Jeff Grech’s insight into the latter days of the two star drivers at HRT…
STORY: V8 SLEUTH STAFF
IMAGES: AN1 IMAGES (COVENTRY COLLECTION)
THE former team manager of the Holden Racing Team concedes that he still holds regrets over his treatment of star drivers Peter Brock and Craig Lowndes.
The latest edition of Australian Muscle Car magazine features Jeff Grech in its Muscle Man profile, the motorsport veteran who was recently appointed as the manager of Winton Motor Raceway.
Grech ran HRT during its glory years, and was pivotal to ushering Lowndes into a co-driver role with the squad that turned into a full-time drive in 1996.
While Lowndes memorably swept all before him in that record-setting debut season, Brock felt increasingly alienated by the team and announced his retirement during 1997.
“Brock felt left out of it, and I probably didn’t handle it all that well to be honest,” Grech told AMC.
“Being as young as I was as a team manager and having Craig just jump in and win race after race, you start to forget about the other driver.
“Craig was young and we saw an opportunity. And his feedback in testing was tremendous. At that stage, to be fair to Peter, data acquisition was starting to come in and I think he found it hard to work with young engineers.”
In a twist of fate, testing was also a pivotal chess piece in the latter days of Lowndes’ time with the team.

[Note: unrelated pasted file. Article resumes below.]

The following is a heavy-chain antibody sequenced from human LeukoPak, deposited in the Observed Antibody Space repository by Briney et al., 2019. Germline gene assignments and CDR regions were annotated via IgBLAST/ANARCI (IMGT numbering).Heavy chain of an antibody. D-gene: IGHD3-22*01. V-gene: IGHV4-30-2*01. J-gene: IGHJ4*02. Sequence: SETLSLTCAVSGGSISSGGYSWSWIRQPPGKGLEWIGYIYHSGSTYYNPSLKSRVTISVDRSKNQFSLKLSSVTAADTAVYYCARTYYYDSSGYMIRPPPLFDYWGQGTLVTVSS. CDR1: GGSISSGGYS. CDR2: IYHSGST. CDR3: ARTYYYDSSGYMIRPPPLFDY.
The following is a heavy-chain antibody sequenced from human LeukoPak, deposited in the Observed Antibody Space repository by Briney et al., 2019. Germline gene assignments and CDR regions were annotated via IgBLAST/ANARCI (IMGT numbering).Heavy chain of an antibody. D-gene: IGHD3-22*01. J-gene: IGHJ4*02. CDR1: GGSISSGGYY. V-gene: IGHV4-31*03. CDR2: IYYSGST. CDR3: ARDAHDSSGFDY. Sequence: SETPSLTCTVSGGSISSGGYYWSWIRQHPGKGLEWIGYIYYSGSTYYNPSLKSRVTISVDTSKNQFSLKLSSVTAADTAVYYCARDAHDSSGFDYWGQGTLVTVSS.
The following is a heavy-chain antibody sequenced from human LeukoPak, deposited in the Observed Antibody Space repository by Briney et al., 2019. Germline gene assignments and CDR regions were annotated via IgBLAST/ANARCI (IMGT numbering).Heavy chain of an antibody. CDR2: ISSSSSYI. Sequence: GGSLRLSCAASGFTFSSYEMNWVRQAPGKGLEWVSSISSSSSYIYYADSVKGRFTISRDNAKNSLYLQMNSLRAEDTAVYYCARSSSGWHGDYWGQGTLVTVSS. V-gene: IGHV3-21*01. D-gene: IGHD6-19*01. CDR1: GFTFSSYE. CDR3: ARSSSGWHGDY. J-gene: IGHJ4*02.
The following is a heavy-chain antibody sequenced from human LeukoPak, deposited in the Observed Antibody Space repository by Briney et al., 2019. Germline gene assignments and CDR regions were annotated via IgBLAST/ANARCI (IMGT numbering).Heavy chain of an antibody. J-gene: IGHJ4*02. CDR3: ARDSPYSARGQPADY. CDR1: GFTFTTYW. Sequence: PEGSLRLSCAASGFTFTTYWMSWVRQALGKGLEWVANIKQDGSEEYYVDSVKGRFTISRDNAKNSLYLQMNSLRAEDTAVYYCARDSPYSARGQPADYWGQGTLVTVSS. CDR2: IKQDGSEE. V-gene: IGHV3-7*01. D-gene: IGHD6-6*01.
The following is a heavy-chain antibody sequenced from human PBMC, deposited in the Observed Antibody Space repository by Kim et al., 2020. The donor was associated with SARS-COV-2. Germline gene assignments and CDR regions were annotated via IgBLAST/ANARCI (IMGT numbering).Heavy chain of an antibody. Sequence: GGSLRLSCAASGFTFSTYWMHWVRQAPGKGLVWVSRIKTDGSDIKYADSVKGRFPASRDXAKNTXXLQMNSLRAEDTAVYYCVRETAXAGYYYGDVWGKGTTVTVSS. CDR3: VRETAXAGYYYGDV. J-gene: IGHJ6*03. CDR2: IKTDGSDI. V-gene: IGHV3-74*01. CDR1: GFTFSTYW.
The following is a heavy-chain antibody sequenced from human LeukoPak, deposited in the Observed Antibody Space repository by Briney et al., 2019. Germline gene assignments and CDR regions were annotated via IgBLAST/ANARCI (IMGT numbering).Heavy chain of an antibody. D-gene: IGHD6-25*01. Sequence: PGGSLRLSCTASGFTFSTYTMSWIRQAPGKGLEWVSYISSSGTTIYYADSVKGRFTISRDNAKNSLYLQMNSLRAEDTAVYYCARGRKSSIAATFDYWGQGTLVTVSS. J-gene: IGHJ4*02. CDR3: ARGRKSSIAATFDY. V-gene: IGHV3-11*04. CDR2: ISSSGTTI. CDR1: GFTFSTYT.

Lowndes recently pointed to a Phillip Island testing session in mid-2000 – one where Glenn Seton had his career-changing crash – that HRT hadn’t told him about as playing a key role in his decision to leave the team at the end of the year.
“We probably shouldn’t have, but we then shut him out of testing,” Grech told AMC.
“I blame myself, but it’s a natural thing for a race team to do because you’re protective of your performance.
“I live with that every day; both Brock and Craig. I’m just fortunate that Craig and I have reconciled,” he said.
In the eye-opening interview, Grech reveals some of the angst behind the scenes of Holden’s failed factory tilt at Bathurst in 1988, why the Nissan GT-R was a “mechanic killer,” and Tom Walkinshaw Racing’s ‘Plan B’ forwhen Holden decided it was pulling the plug on the Holden Racing Team at the end of 1995.
AMC issue #107 also tells the story of a barn-find Holden Torana A9X that raced in the 1979 Hardie-Ferodo 1000 which has sat in a self-storage garage for the past 15 years, and tells the story of the last Ford Mustang to race in the Australian Touring Car Championship prior to the Supercars-spec Mustang’s arrival on the 2019 grid.